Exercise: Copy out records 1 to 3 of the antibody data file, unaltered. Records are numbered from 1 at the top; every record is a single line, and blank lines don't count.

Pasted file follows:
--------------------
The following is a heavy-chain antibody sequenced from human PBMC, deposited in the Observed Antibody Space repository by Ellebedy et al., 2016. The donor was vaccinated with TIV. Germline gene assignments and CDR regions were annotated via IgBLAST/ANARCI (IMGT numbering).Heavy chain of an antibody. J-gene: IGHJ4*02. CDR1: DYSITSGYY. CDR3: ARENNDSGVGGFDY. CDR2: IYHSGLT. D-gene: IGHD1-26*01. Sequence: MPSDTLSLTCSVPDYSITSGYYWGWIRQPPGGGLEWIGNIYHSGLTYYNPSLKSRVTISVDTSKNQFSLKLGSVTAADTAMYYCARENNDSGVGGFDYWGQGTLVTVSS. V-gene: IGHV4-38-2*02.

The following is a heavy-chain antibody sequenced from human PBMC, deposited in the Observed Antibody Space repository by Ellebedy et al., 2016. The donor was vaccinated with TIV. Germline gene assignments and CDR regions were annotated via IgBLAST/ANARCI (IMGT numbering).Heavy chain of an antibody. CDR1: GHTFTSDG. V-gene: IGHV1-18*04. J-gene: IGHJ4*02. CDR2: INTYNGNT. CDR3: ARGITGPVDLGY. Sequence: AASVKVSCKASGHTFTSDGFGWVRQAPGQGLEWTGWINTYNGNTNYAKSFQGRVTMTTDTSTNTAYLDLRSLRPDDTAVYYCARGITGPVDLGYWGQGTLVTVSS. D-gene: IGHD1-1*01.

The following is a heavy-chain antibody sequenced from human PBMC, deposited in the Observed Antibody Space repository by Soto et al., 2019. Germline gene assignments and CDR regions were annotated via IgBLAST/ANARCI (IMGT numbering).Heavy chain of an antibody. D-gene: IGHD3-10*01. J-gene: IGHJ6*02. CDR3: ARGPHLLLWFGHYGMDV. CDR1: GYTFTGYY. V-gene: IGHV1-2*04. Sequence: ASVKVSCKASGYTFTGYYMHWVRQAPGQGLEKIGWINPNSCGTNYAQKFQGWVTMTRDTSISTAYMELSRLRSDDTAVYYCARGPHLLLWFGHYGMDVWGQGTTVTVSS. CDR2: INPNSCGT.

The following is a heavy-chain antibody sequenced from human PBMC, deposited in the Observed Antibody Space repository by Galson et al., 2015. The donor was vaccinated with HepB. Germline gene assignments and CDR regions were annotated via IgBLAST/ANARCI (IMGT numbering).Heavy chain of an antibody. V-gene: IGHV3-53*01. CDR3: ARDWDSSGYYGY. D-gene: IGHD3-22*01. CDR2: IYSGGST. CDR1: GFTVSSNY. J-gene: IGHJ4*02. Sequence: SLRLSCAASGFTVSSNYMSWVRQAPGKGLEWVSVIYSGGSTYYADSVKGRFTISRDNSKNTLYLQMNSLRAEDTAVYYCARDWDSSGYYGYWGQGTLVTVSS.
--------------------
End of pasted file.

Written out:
The following is a heavy-chain antibody sequenced from human PBMC, deposited in the Observed Antibody Space repository by Ellebedy et al., 2016. The donor was vaccinated with TIV. Germline gene assignments and CDR regions were annotated via IgBLAST/ANARCI (IMGT numbering).Heavy chain of an antibody. J-gene: IGHJ4*02. CDR1: DYSITSGYY. CDR3: ARENNDSGVGGFDY. CDR2: IYHSGLT. D-gene: IGHD1-26*01. Sequence: MPSDTLSLTCSVPDYSITSGYYWGWIRQPPGGGLEWIGNIYHSGLTYYNPSLKSRVTISVDTSKNQFSLKLGSVTAADTAMYYCARENNDSGVGGFDYWGQGTLVTVSS. V-gene: IGHV4-38-2*02.

The following is a heavy-chain antibody sequenced from human PBMC, deposited in the Observed Antibody Space repository by Ellebedy et al., 2016. The donor was vaccinated with TIV. Germline gene assignments and CDR regions were annotated via IgBLAST/ANARCI (IMGT numbering).Heavy chain of an antibody. CDR1: GHTFTSDG. V-gene: IGHV1-18*04. J-gene: IGHJ4*02. CDR2: INTYNGNT. CDR3: ARGITGPVDLGY. Sequence: AASVKVSCKASGHTFTSDGFGWVRQAPGQGLEWTGWINTYNGNTNYAKSFQGRVTMTTDTSTNTAYLDLRSLRPDDTAVYYCARGITGPVDLGYWGQGTLVTVSS. D-gene: IGHD1-1*01.

The following is a heavy-chain antibody sequenced from human PBMC, deposited in the Observed Antibody Space repository by Soto et al., 2019. Germline gene assignments and CDR regions were annotated via IgBLAST/ANARCI (IMGT numbering).Heavy chain of an antibody. D-gene: IGHD3-10*01. J-gene: IGHJ6*02. CDR3: ARGPHLLLWFGHYGMDV. CDR1: GYTFTGYY. V-gene: IGHV1-2*04. Sequence: ASVKVSCKASGYTFTGYYMHWVRQAPGQGLEKIGWINPNSCGTNYAQKFQGWVTMTRDTSISTAYMELSRLRSDDTAVYYCARGPHLLLWFGHYGMDVWGQGTTVTVSS. CDR2: INPNSCGT.